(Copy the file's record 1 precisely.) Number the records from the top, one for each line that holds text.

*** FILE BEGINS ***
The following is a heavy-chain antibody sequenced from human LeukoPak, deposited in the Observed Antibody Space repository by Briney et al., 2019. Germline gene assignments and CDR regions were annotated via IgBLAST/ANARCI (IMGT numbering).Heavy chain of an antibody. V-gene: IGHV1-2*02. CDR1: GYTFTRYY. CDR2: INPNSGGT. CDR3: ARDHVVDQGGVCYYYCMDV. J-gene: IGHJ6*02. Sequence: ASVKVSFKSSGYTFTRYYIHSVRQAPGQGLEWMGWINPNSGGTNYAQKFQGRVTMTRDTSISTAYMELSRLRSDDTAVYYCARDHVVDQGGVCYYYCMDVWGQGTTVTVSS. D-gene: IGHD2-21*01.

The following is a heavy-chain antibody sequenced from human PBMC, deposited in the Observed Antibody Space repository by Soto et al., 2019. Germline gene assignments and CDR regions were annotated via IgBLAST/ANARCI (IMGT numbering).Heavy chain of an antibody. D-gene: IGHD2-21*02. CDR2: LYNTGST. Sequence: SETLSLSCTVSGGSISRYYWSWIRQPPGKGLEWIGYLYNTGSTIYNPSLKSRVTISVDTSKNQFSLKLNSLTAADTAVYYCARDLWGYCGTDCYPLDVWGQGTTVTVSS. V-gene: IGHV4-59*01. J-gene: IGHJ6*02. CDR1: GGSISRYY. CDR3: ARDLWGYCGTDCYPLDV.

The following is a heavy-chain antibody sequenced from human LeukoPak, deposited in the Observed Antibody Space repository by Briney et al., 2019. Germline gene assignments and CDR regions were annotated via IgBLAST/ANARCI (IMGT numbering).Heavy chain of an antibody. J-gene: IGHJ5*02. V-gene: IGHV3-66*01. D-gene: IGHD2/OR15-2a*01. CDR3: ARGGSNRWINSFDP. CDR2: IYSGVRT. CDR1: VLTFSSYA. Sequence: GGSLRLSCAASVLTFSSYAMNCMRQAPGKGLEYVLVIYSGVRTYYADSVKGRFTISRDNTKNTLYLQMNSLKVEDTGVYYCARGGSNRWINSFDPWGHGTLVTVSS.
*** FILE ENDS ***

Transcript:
The following is a heavy-chain antibody sequenced from human LeukoPak, deposited in the Observed Antibody Space repository by Briney et al., 2019. Germline gene assignments and CDR regions were annotated via IgBLAST/ANARCI (IMGT numbering).Heavy chain of an antibody. V-gene: IGHV1-2*02. CDR1: GYTFTRYY. CDR2: INPNSGGT. CDR3: ARDHVVDQGGVCYYYCMDV. J-gene: IGHJ6*02. Sequence: ASVKVSFKSSGYTFTRYYIHSVRQAPGQGLEWMGWINPNSGGTNYAQKFQGRVTMTRDTSISTAYMELSRLRSDDTAVYYCARDHVVDQGGVCYYYCMDVWGQGTTVTVSS. D-gene: IGHD2-21*01.